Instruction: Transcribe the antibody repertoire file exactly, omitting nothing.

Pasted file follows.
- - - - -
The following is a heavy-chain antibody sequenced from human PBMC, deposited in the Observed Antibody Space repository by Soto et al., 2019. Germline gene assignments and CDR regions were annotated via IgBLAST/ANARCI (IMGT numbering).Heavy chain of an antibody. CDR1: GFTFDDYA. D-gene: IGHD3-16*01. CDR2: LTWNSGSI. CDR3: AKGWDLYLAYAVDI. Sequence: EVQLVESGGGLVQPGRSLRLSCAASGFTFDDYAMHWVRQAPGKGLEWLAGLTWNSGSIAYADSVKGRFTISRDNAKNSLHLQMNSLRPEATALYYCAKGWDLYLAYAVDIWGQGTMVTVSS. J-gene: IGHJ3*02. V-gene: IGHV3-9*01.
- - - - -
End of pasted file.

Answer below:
The following is a heavy-chain antibody sequenced from human PBMC, deposited in the Observed Antibody Space repository by Soto et al., 2019. Germline gene assignments and CDR regions were annotated via IgBLAST/ANARCI (IMGT numbering).Heavy chain of an antibody. CDR1: GFTFDDYA. D-gene: IGHD3-16*01. CDR2: LTWNSGSI. CDR3: AKGWDLYLAYAVDI. Sequence: EVQLVESGGGLVQPGRSLRLSCAASGFTFDDYAMHWVRQAPGKGLEWLAGLTWNSGSIAYADSVKGRFTISRDNAKNSLHLQMNSLRPEATALYYCAKGWDLYLAYAVDIWGQGTMVTVSS. J-gene: IGHJ3*02. V-gene: IGHV3-9*01.